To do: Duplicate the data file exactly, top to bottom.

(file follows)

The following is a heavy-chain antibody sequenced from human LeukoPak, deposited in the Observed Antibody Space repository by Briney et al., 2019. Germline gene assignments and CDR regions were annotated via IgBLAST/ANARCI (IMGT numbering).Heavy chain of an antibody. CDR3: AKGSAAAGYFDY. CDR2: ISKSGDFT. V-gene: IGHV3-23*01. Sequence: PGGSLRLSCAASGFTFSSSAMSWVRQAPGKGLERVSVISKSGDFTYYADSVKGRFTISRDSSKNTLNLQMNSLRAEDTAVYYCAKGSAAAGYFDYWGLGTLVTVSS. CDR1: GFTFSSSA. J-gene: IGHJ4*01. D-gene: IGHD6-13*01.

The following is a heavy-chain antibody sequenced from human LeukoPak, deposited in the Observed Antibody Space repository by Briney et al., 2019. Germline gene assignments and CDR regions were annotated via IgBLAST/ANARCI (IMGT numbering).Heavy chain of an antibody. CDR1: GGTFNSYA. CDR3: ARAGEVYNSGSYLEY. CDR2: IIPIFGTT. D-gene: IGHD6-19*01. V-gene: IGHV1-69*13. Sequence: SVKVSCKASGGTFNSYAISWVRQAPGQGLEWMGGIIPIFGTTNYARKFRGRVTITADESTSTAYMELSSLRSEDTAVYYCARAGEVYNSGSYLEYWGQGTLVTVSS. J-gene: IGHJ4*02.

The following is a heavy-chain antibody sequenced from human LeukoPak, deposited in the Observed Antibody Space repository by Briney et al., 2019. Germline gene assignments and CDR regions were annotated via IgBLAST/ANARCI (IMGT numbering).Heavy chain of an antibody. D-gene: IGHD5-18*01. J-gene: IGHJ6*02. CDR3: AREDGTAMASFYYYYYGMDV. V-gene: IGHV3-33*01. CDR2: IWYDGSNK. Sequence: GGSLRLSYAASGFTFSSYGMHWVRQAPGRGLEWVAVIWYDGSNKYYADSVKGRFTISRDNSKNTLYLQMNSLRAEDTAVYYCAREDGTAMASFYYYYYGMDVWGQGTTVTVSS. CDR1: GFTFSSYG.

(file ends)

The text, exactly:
The following is a heavy-chain antibody sequenced from human LeukoPak, deposited in the Observed Antibody Space repository by Briney et al., 2019. Germline gene assignments and CDR regions were annotated via IgBLAST/ANARCI (IMGT numbering).Heavy chain of an antibody. CDR3: AKGSAAAGYFDY. CDR2: ISKSGDFT. V-gene: IGHV3-23*01. Sequence: PGGSLRLSCAASGFTFSSSAMSWVRQAPGKGLERVSVISKSGDFTYYADSVKGRFTISRDSSKNTLNLQMNSLRAEDTAVYYCAKGSAAAGYFDYWGLGTLVTVSS. CDR1: GFTFSSSA. J-gene: IGHJ4*01. D-gene: IGHD6-13*01.

The following is a heavy-chain antibody sequenced from human LeukoPak, deposited in the Observed Antibody Space repository by Briney et al., 2019. Germline gene assignments and CDR regions were annotated via IgBLAST/ANARCI (IMGT numbering).Heavy chain of an antibody. CDR1: GGTFNSYA. CDR3: ARAGEVYNSGSYLEY. CDR2: IIPIFGTT. D-gene: IGHD6-19*01. V-gene: IGHV1-69*13. Sequence: SVKVSCKASGGTFNSYAISWVRQAPGQGLEWMGGIIPIFGTTNYARKFRGRVTITADESTSTAYMELSSLRSEDTAVYYCARAGEVYNSGSYLEYWGQGTLVTVSS. J-gene: IGHJ4*02.

The following is a heavy-chain antibody sequenced from human LeukoPak, deposited in the Observed Antibody Space repository by Briney et al., 2019. Germline gene assignments and CDR regions were annotated via IgBLAST/ANARCI (IMGT numbering).Heavy chain of an antibody. D-gene: IGHD5-18*01. J-gene: IGHJ6*02. CDR3: AREDGTAMASFYYYYYGMDV. V-gene: IGHV3-33*01. CDR2: IWYDGSNK. Sequence: GGSLRLSYAASGFTFSSYGMHWVRQAPGRGLEWVAVIWYDGSNKYYADSVKGRFTISRDNSKNTLYLQMNSLRAEDTAVYYCAREDGTAMASFYYYYYGMDVWGQGTTVTVSS. CDR1: GFTFSSYG.